Santa Claus: The Movie

Movie review by
Brian Costello, Common Sense Media
Santa Claus: The Movie Movie Poster Image
Dated '80s holiday movie has smoking, product placement.
  • PG
  • 1985
  • 108 minutes

Parents say

age 6+
Based on 3 reviews

Kids say

age 12+
Based on 1 review

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A lot or a little?

The parents' guide to what's in this movie.

Positive Messages

The movie shows the importance of selfless giving during the holiday season and contrasts this with the evils of selfish greed.

Positive Role Models & Representations

Early in the movie, Santa and Mrs. Claus, before becoming Santa and Mrs. Claus, are shown to be a kindly couple who give presents to all the children of their village every Christmas season.


Kids bully and taunt two of the lead children in the movie for claiming to have met Santa Claus. Early in the film, the elderly couple who eventually become Santa and Mrs. Claus seem to perish when their sleigh gets trapped in a blizzard.


"Crap," "sucks," "hell."


A Coca-Cola can is prominently displayed in a scene in which a homeless boy is given dinner. The antagonist is shown pouring a can of Pabst Blue Ribbon into a glass. One scene is filmed inside a McDonald's restaurant; several types of McDonald's food are prominently shown.

Drinking, Drugs & Smoking

The antagonist is never shown without a smoking cigar. He's also shown drinking beer. A man dressed like Santa Claus on a New York City street is shown drinking from a bagged bottle presumed to be alcohol.

What parents need to know

Parents need to know that Santa Claus: The Movie is a 1985 holiday film that is both about the origin of Santa Claus and the story of an evil toymaker (played by John Lithgow) who seeks to take over Christmas with the help of a prodigal elf (played by Dudley Moore). Although the abrupt shift in tone from the first half of the movie to the second is jarring, of greater concern is the constant smoking, as Lithgow's character is always shown smoking a cigar. There also is lots of consumerism (product placement for McDonald's) and mild profanity ("crap," "sucks," "hell"). Although the movie does teach lessons on Christmas being a time of selfless giving, and there are some clever moments along the way, overall, the movie's inability to decide exactly what it wants to be makes the cynical tone of the second half a bit much for both parents and kids.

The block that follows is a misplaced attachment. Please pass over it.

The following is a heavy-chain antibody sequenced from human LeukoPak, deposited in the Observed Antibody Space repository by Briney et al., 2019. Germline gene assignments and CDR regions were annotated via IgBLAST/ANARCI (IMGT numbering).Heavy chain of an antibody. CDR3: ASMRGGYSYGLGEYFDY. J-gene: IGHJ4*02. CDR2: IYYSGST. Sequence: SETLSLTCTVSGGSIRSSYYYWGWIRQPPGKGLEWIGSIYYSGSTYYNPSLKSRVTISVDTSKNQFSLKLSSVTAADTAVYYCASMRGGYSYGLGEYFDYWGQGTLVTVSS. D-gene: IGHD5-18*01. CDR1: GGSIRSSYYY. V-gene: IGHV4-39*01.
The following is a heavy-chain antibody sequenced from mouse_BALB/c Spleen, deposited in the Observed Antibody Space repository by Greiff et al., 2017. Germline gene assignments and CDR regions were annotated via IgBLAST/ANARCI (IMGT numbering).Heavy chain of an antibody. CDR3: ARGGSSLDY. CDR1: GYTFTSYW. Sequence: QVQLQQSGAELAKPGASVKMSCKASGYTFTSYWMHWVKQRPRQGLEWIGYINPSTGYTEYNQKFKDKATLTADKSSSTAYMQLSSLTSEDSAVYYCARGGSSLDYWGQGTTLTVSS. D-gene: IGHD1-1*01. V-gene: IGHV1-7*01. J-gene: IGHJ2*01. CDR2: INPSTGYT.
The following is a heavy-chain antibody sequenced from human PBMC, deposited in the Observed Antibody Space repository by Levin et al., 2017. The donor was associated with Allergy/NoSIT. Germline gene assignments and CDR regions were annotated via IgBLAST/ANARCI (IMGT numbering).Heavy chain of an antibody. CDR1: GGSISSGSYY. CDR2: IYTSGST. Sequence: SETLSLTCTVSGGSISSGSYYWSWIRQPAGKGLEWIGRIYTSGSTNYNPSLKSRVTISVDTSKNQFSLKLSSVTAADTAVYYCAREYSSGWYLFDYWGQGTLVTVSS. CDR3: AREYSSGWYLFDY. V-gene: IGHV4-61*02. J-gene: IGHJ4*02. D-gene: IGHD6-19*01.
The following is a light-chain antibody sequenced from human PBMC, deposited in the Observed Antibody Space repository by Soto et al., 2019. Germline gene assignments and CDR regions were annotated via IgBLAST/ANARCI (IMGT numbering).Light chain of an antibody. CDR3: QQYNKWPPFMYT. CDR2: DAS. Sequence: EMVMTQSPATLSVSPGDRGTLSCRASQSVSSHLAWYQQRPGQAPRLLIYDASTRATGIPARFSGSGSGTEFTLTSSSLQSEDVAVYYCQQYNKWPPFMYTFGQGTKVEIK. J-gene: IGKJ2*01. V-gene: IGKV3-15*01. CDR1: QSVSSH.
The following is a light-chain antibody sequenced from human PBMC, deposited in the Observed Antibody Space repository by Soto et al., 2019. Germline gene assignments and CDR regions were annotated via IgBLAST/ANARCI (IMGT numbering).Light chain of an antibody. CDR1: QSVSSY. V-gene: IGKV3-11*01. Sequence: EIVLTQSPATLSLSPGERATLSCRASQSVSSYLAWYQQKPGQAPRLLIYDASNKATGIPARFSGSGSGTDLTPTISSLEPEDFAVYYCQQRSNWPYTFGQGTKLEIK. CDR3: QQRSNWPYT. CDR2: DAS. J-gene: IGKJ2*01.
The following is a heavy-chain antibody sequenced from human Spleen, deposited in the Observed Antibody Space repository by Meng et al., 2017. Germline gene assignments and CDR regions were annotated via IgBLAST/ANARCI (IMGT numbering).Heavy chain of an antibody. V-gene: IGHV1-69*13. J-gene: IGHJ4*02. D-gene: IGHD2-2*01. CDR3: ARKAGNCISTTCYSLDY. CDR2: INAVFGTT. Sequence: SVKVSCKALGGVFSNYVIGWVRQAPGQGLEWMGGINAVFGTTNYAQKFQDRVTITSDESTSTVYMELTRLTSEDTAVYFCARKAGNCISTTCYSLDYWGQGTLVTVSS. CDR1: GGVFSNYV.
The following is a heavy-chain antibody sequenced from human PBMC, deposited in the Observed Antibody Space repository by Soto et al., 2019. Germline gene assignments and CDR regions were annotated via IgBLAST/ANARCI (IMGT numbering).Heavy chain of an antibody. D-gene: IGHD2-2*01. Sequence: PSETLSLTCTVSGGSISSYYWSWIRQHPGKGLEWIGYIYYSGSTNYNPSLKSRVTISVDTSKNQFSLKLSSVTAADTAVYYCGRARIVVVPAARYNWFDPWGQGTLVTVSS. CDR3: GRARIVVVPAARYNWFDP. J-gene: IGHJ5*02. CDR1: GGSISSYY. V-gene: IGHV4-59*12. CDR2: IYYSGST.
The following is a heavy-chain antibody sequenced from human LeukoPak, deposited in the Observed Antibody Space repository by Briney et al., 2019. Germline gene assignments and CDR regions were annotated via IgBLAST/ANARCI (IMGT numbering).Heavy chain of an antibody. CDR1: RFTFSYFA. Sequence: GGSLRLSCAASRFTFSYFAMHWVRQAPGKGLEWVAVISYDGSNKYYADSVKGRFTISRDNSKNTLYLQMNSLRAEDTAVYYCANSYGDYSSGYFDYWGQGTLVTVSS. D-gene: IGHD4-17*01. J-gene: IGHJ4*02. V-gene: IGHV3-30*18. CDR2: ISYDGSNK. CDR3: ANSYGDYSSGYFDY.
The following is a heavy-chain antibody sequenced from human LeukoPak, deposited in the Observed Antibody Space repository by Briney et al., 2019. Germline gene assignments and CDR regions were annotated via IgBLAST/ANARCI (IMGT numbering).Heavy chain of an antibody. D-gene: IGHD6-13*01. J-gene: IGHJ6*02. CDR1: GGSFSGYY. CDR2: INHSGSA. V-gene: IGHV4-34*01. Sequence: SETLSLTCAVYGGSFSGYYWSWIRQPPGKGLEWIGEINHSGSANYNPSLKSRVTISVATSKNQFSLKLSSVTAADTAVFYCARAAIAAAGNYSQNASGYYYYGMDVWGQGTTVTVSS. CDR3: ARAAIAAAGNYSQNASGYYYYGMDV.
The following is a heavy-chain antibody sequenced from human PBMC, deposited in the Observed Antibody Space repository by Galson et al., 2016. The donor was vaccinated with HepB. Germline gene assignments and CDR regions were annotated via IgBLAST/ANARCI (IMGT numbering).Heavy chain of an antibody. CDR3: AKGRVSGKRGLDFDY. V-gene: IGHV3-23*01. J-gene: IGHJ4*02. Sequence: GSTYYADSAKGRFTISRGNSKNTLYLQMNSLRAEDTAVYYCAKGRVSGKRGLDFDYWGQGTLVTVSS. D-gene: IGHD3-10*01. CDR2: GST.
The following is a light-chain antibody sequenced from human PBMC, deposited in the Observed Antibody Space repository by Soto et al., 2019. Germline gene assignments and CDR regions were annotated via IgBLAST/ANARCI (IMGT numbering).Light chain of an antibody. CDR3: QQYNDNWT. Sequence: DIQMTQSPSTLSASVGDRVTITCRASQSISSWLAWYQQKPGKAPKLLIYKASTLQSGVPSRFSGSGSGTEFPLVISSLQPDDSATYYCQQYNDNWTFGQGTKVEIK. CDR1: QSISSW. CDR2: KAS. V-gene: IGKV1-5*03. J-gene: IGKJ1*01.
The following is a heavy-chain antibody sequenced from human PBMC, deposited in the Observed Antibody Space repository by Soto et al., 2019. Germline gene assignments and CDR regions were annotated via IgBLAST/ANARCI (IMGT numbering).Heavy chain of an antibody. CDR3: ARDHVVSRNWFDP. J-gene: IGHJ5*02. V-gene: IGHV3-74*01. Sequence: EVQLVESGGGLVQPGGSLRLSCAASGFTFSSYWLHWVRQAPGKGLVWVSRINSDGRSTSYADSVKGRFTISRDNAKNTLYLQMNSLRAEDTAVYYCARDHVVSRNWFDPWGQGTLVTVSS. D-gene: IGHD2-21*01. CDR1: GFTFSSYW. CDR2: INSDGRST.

User Reviews

  • Parents say
  • Kids say
Adult Written byThatgilbertgirl November 23, 2018

Some language but a great story!

As long as you talk to your kiddos about words you don’t use even if you hear them, you should be fine. Damn, and dammit, crap, sucks, and hell are the only que... Continue reading
Adult Written byMartinaa3101 October 30, 2018
Kid, 12 years old December 25, 2020

Rating is if using a language blocker.

There were three curse words once each and the Lord's name in vain once over about a 10 minute period of the movie. Overall it was a really good &... Continue reading

What's the story?

A master toymaker (David Huddleston) and his wife deliver Christmas presents to all the children of their village each year. But when they're trapped in a blizzard, they're rescued by magical elves who take them to the North Pole, where the toymaker and his wife become Santa and Mrs. Claus and are given the chance to deliver presents to children all over the world. Christmases go wonderfully for centuries until an ambitious elf named Patch (Dudley Moore) invents an automated system of toymaking that eventually results in the creation of shoddy, easily broken toys that kids learn to despise. Patch is fired and makes his way to the New York City of the 1980s, where he makes the acquaintance of a wicked and greedy toymaker named B.Z. (John Lithgow), whose business is going under because his company's toys are cheap and unsafe. Patch and B.Z. form a partnership and plan to market a new product invented by Patch -- candy that makes those who eat it become weightless. B.Z. wants to take over Christmas, but Santa -- with the help of a young street urchin and B.Z.'s kindhearted stepniece, as well as a remorseful Patch -- has other ideas.

Is it any good?

The biggest problem with SANTA CLAUS: THE MOVIE is its jarring shift in style, tone, and attitude from the first half of the movie to the second. In the first half, the viewer is presented with a story of how Santa Claus came to be, and the film has the basic air of a wholesome and traditional Christmas movie. However, somewhere along the way, the tone shifts to something more cynical, perhaps like Scrooged in its humor, as the movie moves into 1980s New York City and follows a corrupt and greedy toy manufacturer looking to take Christmas (and its profits) all for himself. Santa Claus makes occasional appearances in the second half, but his scenes are flat-out stolen by the evil toymaker (played with over-the-top gusto by John Lithgow) and his unwitting accomplice, played by Dudley Moore.

If the movie had been entirely like the first half, or entirely like the second half, it would have been much better. Unfortunately, as a movie that tries to be two movies in one, it falls short in every way -- as both an attempt to present a heartwarming story of the origin of Santa Claus and as a satire of corporate 1980s-style greed at the expense of the real Christmas spirit.

Talk to your kids about ...

  • Families can talk about Christmas movies. How is this one similar to and different from other Christmas movies?

  • What are some of the positive values often showcased in holiday movies, and how are they usually presented?

  • What are your thoughts on the shift in tone, style, and attitude from the first half of the movie to the second?

Movie details

Our editors recommend

For kids who love the holidays

Themes & Topics

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